Why do corporate apartment complexes change their prices so often?
December 12, 2017 1:15 AM   Subscribe

I’m curious about how dynamic pricing in large, corporate-owned apartment complexes works, particularly in hot rental markets. Why do the prices change so quickly and so frequently?

I’m apartment-hunting in the Bay area, and it seems prices fluctuate every day on websites from large corporate landlords (Essex, Prometheus, Irvine Company, Grey Star, etc.) What’s especially confusing is that they are not all in sync, i.e. Essex will go up one day, while Grey Star will drop. I’ll hear through the grapevine how Prometheus has entire complexes in Mountain View that are sitting half-empty, where 1-BRs are $3500, yet prices are dropping in their complexes in Sunnyvale (which even with traffic, isn’t as dreadful a commute to a more reasonably-priced area like Fremont). Last month was especially aggravating, because just when I thought all prices would go down the week of Thanksgiving, they actually went up. Even more mind-boggling was that the prices stayed up, even while the units sat empty and are (as of, like right now) still listed as available on the websites. I’d be interested to read any articles or hear viewpoints from those who’ve worked in the leasing industry.

Please, no advice or recommendations to go with a small, independent landlord. Been there, done that, and I ended up breaking the lease both times.
posted by invisible ink to Work & Money (4 answers total) 4 users marked this as a favorite
 
You might want to take a look at the software corporate landlords use, like Entrata or YieldStar. It seems like it can factor in all kinds of events to influence rents, even factors you can't see like how many people came in to see the place last week.
posted by zachlipton at 1:37 AM on December 12, 2017 [4 favorites]


Prices change because of funding, outsourcing of management, service fee costs, local, state and federal taxes, and about a thousand other factors. Small leasing companies can't change prices as much in California as they can't as frequently negotiate some cost factors like corporate lessors. Some low cost housing will have additional cost factors that small landlords don't charge for, such as service fees, maintenance fees, parking spaces, etc. They won't have to explain those fees in the advertisement.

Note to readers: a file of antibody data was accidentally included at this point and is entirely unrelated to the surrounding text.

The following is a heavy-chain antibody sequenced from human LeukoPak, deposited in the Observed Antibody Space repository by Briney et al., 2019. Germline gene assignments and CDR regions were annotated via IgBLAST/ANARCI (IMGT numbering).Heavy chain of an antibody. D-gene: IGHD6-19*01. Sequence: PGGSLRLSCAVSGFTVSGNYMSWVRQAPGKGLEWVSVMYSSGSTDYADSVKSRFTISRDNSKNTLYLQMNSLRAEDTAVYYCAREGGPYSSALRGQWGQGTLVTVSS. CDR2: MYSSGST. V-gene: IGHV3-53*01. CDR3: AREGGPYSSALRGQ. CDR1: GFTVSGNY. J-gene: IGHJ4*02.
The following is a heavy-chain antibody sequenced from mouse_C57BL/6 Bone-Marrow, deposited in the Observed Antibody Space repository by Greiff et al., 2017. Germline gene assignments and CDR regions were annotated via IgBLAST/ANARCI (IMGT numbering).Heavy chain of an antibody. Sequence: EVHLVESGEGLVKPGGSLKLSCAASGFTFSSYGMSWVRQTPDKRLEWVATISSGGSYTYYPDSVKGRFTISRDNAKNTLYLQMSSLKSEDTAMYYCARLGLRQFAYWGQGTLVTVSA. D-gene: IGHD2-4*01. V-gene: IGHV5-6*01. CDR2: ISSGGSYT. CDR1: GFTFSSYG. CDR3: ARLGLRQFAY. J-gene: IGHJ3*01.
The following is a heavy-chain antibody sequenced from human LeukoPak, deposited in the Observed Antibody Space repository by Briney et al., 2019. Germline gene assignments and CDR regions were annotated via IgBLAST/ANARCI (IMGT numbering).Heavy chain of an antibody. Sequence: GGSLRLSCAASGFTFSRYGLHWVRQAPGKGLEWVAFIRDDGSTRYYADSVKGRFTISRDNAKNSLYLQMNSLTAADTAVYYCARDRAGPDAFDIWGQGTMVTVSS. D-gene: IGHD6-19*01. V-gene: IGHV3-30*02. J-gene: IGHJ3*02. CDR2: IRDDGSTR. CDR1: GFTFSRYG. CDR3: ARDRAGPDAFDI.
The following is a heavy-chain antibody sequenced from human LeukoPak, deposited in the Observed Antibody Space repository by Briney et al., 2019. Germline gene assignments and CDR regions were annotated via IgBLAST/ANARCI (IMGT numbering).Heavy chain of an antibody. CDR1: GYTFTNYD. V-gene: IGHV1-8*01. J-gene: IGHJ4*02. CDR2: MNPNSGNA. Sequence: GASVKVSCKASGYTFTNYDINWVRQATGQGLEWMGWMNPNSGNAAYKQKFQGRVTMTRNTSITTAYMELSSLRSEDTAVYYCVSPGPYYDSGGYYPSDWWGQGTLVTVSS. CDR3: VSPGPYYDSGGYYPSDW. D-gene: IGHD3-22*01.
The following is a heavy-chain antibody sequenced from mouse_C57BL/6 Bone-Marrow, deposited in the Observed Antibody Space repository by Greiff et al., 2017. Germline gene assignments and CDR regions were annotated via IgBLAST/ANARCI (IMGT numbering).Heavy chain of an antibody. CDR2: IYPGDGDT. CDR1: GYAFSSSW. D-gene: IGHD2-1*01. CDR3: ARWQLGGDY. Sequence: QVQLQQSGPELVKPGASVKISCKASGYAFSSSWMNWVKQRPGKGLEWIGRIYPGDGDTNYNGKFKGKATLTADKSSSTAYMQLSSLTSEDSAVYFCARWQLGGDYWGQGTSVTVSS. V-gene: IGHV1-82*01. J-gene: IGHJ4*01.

posted by parmanparman at 9:15 AM on December 12, 2017


In my experience, corporate landlord pricing is like new car pricing where if you go to the leasing office and talk to someone in person, you can get a slightly better price by moving in at a time that helps them out, taking a unit they want filled, signing a longer lease than the usual, taking a "less desirable" unit (like one that doesn't have a balcony or something), having really good credit, or just asking etc. I'm guessing a lot of software crunched market factors affect the sticker price.
posted by WeekendJen at 10:27 AM on December 12, 2017


Seconding Yieldstar and similar applications. Once a property moves to a platform like that, it's subject to responsive pricing.

It is not usually the case that you can negotiate for "deals" in large commercial properties. Leasing agents have to be very careful to offer the same opportunities to every potential tenant to comply with fair housing laws. Leasing agents may have certain incentives they can offer (specific units on "special", look-and-lease bonuses, extended lease terms) but they must be offered equally to every prospect.
posted by rekrap at 10:45 AM on December 12, 2017 [1 favorite]


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